It's a trend I've noticed for a while and it makes little sense, though it's a trend I've been quite happy about . Both have movements, cases and innovations that blow houses like Rolex, IWC and Omega right out of the water. Breitlings etc of that vintage? Not even within an asses roar. Longines for example have written records of each assembled watch they made going back to the mid 1800's. They also matched case and movement numbers from the very start so it's real easy to spot a marriage(almost no other marque did this). To give ye an idea of their previous status... I read of a New York Times survey in the 1920's IIRC that asked if price was no object which maker would their readers buy and nearly 90% said Longines. Today I reckon 1% would be closer and that's unusual in luxury goods. They also had the very first registered trademark in the watch world and their list of firsts in aviation, sport and other timing makes Breitlings claims look a bit daft and "imaginative". The more forward of the newbs today make all sorts of claims.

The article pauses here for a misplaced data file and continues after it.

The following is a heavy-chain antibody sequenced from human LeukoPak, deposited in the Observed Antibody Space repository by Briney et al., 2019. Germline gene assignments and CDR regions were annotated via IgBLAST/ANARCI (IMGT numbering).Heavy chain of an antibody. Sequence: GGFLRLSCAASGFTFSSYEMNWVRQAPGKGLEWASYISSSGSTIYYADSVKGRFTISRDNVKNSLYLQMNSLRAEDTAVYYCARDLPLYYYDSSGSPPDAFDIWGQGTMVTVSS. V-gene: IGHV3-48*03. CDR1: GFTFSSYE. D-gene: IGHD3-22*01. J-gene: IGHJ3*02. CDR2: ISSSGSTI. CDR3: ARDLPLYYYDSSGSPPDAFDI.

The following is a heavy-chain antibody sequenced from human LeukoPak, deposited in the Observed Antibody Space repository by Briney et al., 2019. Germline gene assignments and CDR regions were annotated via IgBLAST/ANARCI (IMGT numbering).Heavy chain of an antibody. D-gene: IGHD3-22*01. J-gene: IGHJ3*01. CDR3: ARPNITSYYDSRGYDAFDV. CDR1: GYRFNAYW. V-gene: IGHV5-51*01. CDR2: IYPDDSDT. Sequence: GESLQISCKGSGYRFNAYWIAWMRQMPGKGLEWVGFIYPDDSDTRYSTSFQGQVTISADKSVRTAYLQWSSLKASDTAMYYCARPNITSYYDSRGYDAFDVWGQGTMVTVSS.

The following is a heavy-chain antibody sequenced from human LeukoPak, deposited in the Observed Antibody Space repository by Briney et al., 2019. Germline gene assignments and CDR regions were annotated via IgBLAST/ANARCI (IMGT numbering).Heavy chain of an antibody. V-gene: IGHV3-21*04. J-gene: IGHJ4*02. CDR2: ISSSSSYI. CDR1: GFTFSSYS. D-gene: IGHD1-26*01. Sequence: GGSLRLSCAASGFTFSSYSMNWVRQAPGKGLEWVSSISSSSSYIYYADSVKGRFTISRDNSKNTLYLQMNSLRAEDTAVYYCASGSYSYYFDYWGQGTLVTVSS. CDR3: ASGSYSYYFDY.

IWC are a case in point. They barely registered on the radar before the late 80's/early 90's**, but on the back of their advertising copy and PR and to give credit where it's due a few lovely watches over their years they've become mad money in the vintage market. Hell one of the few definitive histories of the company in book form barely mentions any of their wristwatches until the 1930's. They were more considered a pocket watch maker(which may explain why the order for Portuguese mariners wanting a pocket watch in a wrist case fell to them, even then in tiny numbers). Their first foray into wristwatches was for the most part as a general supplier of movements, not fully assembled pieces. I've yet to see an early IWC where their name was fired into the dial, they're always overprinted unlike Zenith, Longines and Omega. They had consumer recognisability. IWC defo did not. They even have the neck to suggest/claim they were the first to offer pilots watches in the late 30's. Eh no lads. It wasn't an IWC that graced Lucky Lindy's wrist across the Atlantic, or Amelia Earhart's for that matter, or Bleriots. Cartier a bit of a bling/eurotrash/ponce name today were the first to offer a pilots watch, the Santos. IWC came to that party about 20 years too late and in tiny numbers. Zenith were well ahead of them too. They have historical prizes and awards for accuracy that 90% of other marques could only dream about(inc Patek). I'd put good money down that a 1920's Zenith properly maintained and restored by an expert would equal or even beat even a modern Rolex o the "superlative chronometer" front.